I asked him, “Did you used to come to the promenade before you began jogging?” “Yes, of course. In those days, I used to come here, where Cuffe Parade is now. I used to come here to hide and smoke cigarettes. You must be aware that in those days, to smoke was a big thing. Family should not know. So, I used to come here and smoke, hidingly.” “And did you see the reclamation come up before your eyes?” I asked him. “What is reclamation?” he asks me. “Oh, I mean these buildings which came up here?” “Yes, yes. Of course! I saw all these buildings come up here. Before the buildings came up, this place was an open-air theater. Everyday there used to be film shows here. In those days, there was no TV. So we used to come here and watch the films. It was nice then.”

 

“You know, Gandhiji also has come here to the promenade. That is why this place is pure and blessed. Such a big man had come here,” Thakkar tells me when I ask him what the space means to him. “But why are you talking with me and doing this re-cher-ch? How many people have you re-cher-ched? Are you from the government? Are you from some secret agency? You know sometimes these agencies send women to do interviews. Please explain to me what you are doing.” I explain what I am doing and I promise to give him a Sarai Broadsheet since his daughter will be able to read it and understand. “I have always felt that you are from the government. How many government agencies are there? There is CBI, there is CID and one more … which one? … … Haan, RAW? What is RAW?” I am smiling in my own mind, trying to understand his suspicions and fears.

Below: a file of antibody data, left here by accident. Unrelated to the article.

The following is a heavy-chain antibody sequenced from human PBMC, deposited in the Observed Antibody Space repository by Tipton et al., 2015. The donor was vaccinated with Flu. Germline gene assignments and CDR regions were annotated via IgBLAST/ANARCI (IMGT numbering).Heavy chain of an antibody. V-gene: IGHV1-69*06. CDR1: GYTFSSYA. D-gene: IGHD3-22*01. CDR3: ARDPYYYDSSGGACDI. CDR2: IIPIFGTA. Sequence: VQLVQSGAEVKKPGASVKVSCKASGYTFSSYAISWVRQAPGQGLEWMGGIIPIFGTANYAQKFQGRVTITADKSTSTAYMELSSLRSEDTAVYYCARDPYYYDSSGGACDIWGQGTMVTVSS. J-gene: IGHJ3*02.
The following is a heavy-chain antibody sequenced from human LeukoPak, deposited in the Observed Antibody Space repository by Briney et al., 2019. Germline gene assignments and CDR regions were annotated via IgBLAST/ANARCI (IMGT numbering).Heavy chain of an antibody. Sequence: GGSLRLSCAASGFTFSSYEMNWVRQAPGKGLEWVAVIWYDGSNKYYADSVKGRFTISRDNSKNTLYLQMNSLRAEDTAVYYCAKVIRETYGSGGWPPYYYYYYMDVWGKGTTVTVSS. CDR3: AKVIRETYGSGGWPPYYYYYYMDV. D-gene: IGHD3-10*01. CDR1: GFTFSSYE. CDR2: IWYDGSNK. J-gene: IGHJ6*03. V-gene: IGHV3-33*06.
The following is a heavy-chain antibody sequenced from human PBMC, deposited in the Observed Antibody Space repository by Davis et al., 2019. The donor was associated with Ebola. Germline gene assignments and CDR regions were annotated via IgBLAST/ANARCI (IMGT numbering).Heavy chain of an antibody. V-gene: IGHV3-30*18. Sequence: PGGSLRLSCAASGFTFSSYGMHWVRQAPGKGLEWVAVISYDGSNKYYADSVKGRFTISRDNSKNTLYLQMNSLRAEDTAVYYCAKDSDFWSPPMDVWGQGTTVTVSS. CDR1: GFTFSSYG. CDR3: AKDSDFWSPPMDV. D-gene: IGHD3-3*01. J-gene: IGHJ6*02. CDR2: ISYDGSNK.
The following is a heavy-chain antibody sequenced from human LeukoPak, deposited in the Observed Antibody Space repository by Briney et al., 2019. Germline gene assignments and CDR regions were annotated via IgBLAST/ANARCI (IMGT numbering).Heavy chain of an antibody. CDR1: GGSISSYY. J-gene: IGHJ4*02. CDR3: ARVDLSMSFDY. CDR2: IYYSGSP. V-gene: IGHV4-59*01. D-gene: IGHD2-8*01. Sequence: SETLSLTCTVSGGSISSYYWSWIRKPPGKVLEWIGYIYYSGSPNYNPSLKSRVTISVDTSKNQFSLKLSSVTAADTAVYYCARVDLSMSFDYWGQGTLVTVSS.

We start walking back. “You know, many people on this planet are not happy. We must live for others. One evening, I was waiting for some of my friends to join me at the promenade. I sat down on the wall, right opposite NCPA apartments. Now, I thought, let me just sleep here for a while. If I sleep opposite this building, I will feel that it is equivalent to sleeping inside the building. There was an ex-military officer sitting with his wife on the promenade. This man is in charge of the security of the building. We started chatting with each other. He told me, ‘You know, half the people living inside this building are not happy!’ You tell me, how much is each flat in the building worth?” I think hard and say, “One crore?” “Hutt,” he chides me. “Each flat in this building is between three to four thousand square feet. One square foot costs twenty five thousand rupees. Now calculate.” My mouth opens wide as I am trying to put all the zeroes together. “Seven to ten crores for each house!” “Hmmm,” he says smilingly.

 

We walk together for a while. I am not sure whether his suspicions about me are cleared. And his prejudices … how much should they affect me? We talk about religion, life in Bombay and he promises me that he will take me to one of the best places in Bombay where ice-creams are served. “That’s a promise. I am very happy to meet with you,” he says. I join my hands in respect for him. “No, no! just shake hands.” Now, haven’t I heard that before … from Arjun bhai??? Hahahahahahahahahahahahahahahahahahahahhahahahahahahahahhahahha!!!!!

xanga

  1. May 12th, 2005 at 22:04 | #1

    Not sure if you have see these posts. Dateline Bombay and Rashmi discuss what is the meaning of Buzz when it comes to a public space.